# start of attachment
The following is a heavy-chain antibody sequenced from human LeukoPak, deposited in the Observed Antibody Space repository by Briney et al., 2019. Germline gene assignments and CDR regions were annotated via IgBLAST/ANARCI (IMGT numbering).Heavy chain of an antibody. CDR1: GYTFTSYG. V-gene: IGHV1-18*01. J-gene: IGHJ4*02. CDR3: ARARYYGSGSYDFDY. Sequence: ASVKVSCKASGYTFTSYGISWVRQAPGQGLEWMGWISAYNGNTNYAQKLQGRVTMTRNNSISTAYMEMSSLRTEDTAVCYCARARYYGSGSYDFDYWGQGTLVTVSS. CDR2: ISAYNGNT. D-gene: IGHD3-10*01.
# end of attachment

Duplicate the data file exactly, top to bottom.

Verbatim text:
The following is a heavy-chain antibody sequenced from human LeukoPak, deposited in the Observed Antibody Space repository by Briney et al., 2019. Germline gene assignments and CDR regions were annotated via IgBLAST/ANARCI (IMGT numbering).Heavy chain of an antibody. CDR1: GYTFTSYG. V-gene: IGHV1-18*01. J-gene: IGHJ4*02. CDR3: ARARYYGSGSYDFDY. Sequence: ASVKVSCKASGYTFTSYGISWVRQAPGQGLEWMGWISAYNGNTNYAQKLQGRVTMTRNNSISTAYMEMSSLRTEDTAVCYCARARYYGSGSYDFDYWGQGTLVTVSS. CDR2: ISAYNGNT. D-gene: IGHD3-10*01.